Travel inspires people, and helps build vital social, cultural and economic ties.
Dubai is among the few cities in the world that is officially open to tourists following the successful management of the Covid-19 pandemic.
Sheikh Ahmed bin Saeed Al Maktoum, President of the Dubai Civil Aviation Authority (DCAA) and Chairman of Dubai Airports, took to Twitter on Sunday to stress that Dubai is safe for visitors. “Our home and hub Dubai is open to the world and recognised with @WTTC’s (World Travel & Tourism Council) ‘Safe Travels’ stamp. With Dubai’s enhanced safety measures and diverse attractions, visitors and tourists can confidently experience the city to its fullest,” he tweeted.
His tweets came as the world marked World Tourism Day on September 27. “Tourism is a significant source of employment around the world. Travel inspires people, and helps build vital social, cultural and economic ties. This #WorldTourismDay, we salute the industry and reaffirm our commitment to support the safe recovery of global tourism,” Sheikh Saeed added.
Tourists who are back in Dubai have hailed its Covid-19 safety measures.
An unusual trip in unusual times
Yousuf Ahmed Khan came to Dubai to meet his uncle and enjoy the city’s sights. The 23-year-old has undertaken a quirky voyage in these unusual times. “From Lahore, I went to Dublin, where I stayed for two months. Then I went to Bristol and later travelled to Cardiff, where I stayed for two weeks. I also went to London, where I stayed for a week and then came to Dubai on September 20. I had to home-isolate only at a couple of places. Now, I am enjoying my time here with my uncle and exploring the city. I will return to Lahore on October 4,” Yousuf added.
He said as a traveller, he feels very comfortable in Dubai. “Here in Dubai, it’s much safer (for tourists).”
E-working, e-learning, vacationing
Travelling to Dubai from Indonesia is Nazia Saulat and her family. With work and education moving online, Nazia and her husband came to Dubai because of its “significant success” in curbing the spread of the virus.
“We landed here from Jakarta a couple of days back and will be here for at least three months. Here, there are far less Covid-19 cases. We’ve already been out and about exploring the city. We went to a mall the other day. My husband will be working and my children e-learning from here,” said Nazia.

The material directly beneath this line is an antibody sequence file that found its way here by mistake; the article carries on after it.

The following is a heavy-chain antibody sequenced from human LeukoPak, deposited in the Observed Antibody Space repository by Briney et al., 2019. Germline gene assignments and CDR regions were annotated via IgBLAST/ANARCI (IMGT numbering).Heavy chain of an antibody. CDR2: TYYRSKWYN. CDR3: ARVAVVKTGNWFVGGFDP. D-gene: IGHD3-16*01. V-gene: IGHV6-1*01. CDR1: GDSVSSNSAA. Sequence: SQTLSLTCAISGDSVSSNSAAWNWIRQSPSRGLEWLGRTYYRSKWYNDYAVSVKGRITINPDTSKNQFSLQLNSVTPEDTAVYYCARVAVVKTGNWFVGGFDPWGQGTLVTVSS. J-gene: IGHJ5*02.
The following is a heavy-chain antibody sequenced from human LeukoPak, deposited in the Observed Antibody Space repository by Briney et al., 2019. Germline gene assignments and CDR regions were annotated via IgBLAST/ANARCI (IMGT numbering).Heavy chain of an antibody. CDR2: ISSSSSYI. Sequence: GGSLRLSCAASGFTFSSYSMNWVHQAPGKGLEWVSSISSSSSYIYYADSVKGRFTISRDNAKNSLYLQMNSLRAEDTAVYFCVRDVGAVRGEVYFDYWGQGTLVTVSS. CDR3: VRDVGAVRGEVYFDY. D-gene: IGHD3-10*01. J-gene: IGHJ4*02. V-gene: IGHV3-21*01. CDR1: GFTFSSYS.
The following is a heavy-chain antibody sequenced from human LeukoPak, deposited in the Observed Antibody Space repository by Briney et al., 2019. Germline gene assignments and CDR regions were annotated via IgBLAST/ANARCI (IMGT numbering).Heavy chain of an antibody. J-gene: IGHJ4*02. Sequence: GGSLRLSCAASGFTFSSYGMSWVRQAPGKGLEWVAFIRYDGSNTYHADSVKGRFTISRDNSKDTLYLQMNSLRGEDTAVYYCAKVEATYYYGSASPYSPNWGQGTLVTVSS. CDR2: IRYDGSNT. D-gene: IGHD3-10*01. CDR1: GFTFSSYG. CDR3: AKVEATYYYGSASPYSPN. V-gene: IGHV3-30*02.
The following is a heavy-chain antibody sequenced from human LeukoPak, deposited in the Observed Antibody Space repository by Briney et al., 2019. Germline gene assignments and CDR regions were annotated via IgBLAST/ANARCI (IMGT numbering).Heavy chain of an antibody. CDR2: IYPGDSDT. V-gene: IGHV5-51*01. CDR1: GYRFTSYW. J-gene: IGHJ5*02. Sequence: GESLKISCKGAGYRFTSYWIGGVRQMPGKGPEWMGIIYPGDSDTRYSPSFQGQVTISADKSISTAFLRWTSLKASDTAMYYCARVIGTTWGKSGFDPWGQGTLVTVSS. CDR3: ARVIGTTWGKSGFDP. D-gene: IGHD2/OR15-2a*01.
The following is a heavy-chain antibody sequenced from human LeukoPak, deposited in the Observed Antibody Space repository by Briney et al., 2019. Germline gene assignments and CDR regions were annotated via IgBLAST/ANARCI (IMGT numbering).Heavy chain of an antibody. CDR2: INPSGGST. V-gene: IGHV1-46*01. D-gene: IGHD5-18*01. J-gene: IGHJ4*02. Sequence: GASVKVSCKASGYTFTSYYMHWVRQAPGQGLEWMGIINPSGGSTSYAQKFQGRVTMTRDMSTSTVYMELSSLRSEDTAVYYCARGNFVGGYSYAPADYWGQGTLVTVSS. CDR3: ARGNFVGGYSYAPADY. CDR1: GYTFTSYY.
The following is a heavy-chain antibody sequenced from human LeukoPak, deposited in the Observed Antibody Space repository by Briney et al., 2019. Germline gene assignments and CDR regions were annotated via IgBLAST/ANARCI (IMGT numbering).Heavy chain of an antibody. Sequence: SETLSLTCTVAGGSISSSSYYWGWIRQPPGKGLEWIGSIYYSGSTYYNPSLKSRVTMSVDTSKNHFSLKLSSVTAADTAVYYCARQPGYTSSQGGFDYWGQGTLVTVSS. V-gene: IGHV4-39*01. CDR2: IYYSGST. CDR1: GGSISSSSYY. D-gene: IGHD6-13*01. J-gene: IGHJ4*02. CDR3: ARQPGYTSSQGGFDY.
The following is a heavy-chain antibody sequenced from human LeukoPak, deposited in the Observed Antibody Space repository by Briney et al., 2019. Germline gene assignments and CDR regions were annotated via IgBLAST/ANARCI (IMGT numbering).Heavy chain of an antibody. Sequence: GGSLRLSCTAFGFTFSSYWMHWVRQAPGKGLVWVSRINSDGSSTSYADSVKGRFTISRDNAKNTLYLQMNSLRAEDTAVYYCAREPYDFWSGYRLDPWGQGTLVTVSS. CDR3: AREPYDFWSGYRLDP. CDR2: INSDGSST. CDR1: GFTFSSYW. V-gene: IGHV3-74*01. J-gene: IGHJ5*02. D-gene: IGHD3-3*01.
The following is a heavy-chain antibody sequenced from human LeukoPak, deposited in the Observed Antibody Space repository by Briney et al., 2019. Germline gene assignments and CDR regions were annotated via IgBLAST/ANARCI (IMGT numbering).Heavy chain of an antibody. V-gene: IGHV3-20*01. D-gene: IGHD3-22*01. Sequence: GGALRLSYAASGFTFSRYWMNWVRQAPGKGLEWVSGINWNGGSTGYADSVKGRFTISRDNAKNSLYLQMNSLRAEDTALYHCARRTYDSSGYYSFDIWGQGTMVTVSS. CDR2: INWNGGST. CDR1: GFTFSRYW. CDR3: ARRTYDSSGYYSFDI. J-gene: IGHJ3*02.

Reinventing tourism strategies
Meanwhile, industry leaders in the city are trying to reinvent strategies to give tourism the much needed boost.
Anup Surendran, Managing Director, Tour Dubai, said: “There is a pent up demand to make up for lost time and cancelled plans as guest-related bookings pick up gradually again with the weather getting better.”
Tour operators are also training their staff to implement additional hygiene protocols to ensure the safety and wellbeing of their guests.
The Dhow cruise operator said: “We fumigate our venues periodically, conduct temperature checks for guests at all entry points, disinfect, sanitise and deep clean all common touch points, apart from wearing masks and gloves. Dinner on the boat is served following utmost precautions. We must get the ship sailing again.”
Hotels following the safety protocols to a T are getting ‘Dubai Assured’ stamps from the government.
JS Anand, Founder and Chief Executive Officer of LEVA Hotels, said: “We start to see some signs of recovery albeit at a very slow pace. Our teams have been fully briefed on essential preparatory and prevention measures. These range from hygiene measures including increased cleaning and sanitising frequency and strict adherence to the health and safety as advised by the local authorities.”
Other industry players said the hospitality business is adapting to be creative, even if the footfall is presently low.
Monther Darwish, Managing Director for Palazzo Versace Dubai, said: “We have enhanced all sanitation protocols, invested in the latest technologies and assure our guests that a holiday in this country is safe and enjoyable even during a pandemic.”
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